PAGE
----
Benenden (St. George)

BENENDEN (St. George), a parish, in the union of Cranbrooke, hundred of Rolvenden, Lower division of the lathe of Scray, W. division of Kent, 3¼ miles (S. E.) from Cranbrooke; containing 1594 inhabitants. The parish comprises 6507 acres, of which 104 are common or waste, and 750 in wood. It lies to the south of the London and Dover railway. Fairs for horses and horned-cattle are held on May 15th and Aug. 4th. The living is a discharged vicarage, valued in the king's books at £17. 12. 6.; patron and impropriator, T. L. Hodges, Esq.: the great tithes have been commuted for £500, and the vicarial for one of £151. The church was built in 1672, the former edifice having been damaged by lightning. Edward Gibbon, in 1602, founded a school, which was subsequently endowed with property producing £114 per annum.

Benfieldside

BENFIELDSIDE, a township, in the chapelry of Medomsley, parish and union of Lanchester, W. division of Chester ward, N. division of the county of Durham, 14 miles (N. W. by N.) from Durham; containing 1074 inhabitants. The bishops of Durham formerly appointed foresters or keepers of their woods of Benfieldside, and elsewhere, within the parish. The township is on the river Derwent, which here separates the county from Northumberland; and is intersected by the Derwent and Shotley-Bridge, and the Newcastle and Stanhope, roads. It comprises 1828a. 1r. 25p., of which 1019 acres are arable, 410 pasture, 318 wood, and 80 acres highways, buildings, waste, &c.; the soil is generally clay upon a substratum of freestone rock, and the surface hilly, some of the highest hills being 700 or 800 feet above the level of the sea. There are mines of coal and ironstone, quarries of freestone in great variety, and some fine clay; the manufacture of paper is extensively carried on, and there are an iron-foundry, a saw-mill, a flour-mill, &c. A branch to Medomsley of the Pontop and South Shields railway terminates about 1½ mile from Shotley-Bridge. The lands are chiefly tithe-free. One of the first meeting-houses for the Society of Friends in the north of England was established in the township; there are also places of worship for Primitive Methodists and Wesleyans.—See Shotley-Bridge.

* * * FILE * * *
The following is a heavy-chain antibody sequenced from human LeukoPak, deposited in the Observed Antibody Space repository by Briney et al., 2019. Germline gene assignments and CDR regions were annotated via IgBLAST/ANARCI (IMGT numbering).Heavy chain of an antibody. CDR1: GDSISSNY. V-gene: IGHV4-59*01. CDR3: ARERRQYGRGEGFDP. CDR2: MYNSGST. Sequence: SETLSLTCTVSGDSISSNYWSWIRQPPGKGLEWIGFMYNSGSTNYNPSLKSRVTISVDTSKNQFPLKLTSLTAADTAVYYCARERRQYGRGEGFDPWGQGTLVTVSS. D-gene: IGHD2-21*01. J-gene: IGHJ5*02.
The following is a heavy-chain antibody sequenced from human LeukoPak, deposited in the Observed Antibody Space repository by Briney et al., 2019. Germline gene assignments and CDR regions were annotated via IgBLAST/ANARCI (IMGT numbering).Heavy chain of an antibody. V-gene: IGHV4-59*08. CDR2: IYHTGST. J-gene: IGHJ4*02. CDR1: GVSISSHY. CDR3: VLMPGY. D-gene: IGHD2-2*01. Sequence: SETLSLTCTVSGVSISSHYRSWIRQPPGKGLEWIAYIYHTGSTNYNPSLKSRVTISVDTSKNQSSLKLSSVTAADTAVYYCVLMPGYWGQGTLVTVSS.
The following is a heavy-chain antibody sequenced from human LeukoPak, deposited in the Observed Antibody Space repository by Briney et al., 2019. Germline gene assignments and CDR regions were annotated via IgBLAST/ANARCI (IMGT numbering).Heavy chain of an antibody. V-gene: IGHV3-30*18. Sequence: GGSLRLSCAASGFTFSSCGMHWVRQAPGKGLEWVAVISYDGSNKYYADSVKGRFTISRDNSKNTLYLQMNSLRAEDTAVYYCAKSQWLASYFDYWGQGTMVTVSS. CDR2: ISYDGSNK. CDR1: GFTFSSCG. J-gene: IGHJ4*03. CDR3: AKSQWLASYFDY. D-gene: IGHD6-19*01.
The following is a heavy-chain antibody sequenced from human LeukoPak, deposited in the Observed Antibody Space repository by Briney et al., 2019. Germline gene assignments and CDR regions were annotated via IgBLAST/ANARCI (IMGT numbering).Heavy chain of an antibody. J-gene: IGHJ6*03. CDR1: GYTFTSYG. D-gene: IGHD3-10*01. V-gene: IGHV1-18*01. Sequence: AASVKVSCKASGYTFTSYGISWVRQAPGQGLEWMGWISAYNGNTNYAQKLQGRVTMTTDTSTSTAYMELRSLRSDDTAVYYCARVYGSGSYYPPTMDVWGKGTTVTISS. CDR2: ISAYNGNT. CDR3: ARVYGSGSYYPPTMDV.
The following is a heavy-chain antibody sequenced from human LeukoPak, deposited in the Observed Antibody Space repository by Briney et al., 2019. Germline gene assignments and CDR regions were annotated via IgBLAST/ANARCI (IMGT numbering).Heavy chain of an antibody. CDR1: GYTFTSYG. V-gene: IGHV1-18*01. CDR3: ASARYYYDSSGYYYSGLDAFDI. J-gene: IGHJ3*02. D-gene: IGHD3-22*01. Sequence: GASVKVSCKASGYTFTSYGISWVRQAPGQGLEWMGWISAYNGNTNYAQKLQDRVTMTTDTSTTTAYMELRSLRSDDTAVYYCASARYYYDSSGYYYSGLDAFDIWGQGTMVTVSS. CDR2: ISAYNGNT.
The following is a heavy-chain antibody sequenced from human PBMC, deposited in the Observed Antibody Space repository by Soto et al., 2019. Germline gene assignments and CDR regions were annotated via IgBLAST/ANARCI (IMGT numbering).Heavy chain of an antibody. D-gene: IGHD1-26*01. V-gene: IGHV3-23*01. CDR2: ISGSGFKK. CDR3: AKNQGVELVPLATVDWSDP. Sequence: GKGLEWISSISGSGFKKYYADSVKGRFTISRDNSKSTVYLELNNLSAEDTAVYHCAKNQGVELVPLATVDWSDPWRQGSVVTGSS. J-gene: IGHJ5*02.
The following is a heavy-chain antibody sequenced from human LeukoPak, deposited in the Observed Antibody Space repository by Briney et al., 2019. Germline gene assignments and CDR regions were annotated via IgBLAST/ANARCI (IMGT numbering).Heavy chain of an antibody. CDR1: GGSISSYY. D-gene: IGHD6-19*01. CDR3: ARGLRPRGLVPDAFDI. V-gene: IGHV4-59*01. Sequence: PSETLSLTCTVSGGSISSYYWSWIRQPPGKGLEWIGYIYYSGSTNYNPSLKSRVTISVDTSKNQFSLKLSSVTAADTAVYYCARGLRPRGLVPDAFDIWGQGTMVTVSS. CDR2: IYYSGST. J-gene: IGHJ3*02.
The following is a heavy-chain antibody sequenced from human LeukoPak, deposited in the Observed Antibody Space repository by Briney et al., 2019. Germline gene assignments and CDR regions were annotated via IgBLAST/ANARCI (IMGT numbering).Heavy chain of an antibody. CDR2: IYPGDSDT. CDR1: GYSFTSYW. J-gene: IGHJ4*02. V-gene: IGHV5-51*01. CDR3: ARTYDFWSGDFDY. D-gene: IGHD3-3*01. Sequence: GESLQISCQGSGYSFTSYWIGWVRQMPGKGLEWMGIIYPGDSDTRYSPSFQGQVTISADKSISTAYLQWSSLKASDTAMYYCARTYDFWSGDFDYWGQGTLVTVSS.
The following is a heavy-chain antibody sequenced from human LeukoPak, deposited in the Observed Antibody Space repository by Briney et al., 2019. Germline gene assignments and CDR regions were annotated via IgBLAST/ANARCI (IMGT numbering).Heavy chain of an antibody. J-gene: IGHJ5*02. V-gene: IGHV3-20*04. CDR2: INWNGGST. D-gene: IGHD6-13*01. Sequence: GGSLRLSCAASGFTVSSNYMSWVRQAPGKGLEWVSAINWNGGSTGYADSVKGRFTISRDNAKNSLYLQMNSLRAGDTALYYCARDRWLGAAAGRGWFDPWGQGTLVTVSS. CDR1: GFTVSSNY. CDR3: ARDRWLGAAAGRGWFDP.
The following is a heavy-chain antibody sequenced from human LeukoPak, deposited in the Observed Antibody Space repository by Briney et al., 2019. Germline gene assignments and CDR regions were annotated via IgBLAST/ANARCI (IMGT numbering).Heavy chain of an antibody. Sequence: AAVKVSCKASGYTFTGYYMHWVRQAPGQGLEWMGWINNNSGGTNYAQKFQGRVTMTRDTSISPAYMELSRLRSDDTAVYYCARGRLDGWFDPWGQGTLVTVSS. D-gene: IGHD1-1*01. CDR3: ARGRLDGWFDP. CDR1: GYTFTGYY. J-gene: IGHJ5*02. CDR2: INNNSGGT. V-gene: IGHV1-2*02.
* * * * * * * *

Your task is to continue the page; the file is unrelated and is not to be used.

Benfleet, North (All Saints)

BENFLEET, NORTH (All Saints), a parish, in the union of Billericay, hundred of Barstable, S. division of Essex, 2½ miles (S. S. E.) from Wickford; containing 364 inhabitants. This district, previously to its subdivision into the North and South parishes at present recognized, was the usual landing-place of the Danish pirates during their incursions into this part of the country in the 9th century; and towards the close of that century, Hesting, one of their chiefs, erected a strong castle here, in which was deposited the plunder he obtained from the inhabitants, and which was, in 894, demolished by Alfred the Great, who took Hesting's wife and two of her sons prisoners, with all their booty, to London. The parish of North Benfleet comprises about 2200 acres of flat land, of which about 700 form a portion of the isle of Canvey. The living is a rectory, valued in the king's books at £16; present net income, £600; patron and incumbent, the Rev. C. R. Rowlatt. The church has a small wooden tower with two bells, and a spire.

Benfleet, South (St. Mary)

BENFLEET, SOUTH (St. Mary), a parish, in the union of Billericay, hundred of Barstable, S. division of Essex, 4 miles (S. W. by S.) from Rayleigh; containing 707 inhabitants, and comprising 3056a. 1r. 32p. The village is pleasantly situated on the border of a creek which separates it from Canvey Island; and several other creeks enter the parish from the river Thames, which are noted for producing good oysters. A fair is held on the 24th of August. The living is a discharged vicarage, valued in the king's books at £16. 5. 5.; net income, £242; patrons, the Dean and Chapter of Westminster; impropriator, J. Perry, Esq. The church is a handsome edifice with a tower of stone, surmounted by a lofty spire of wood.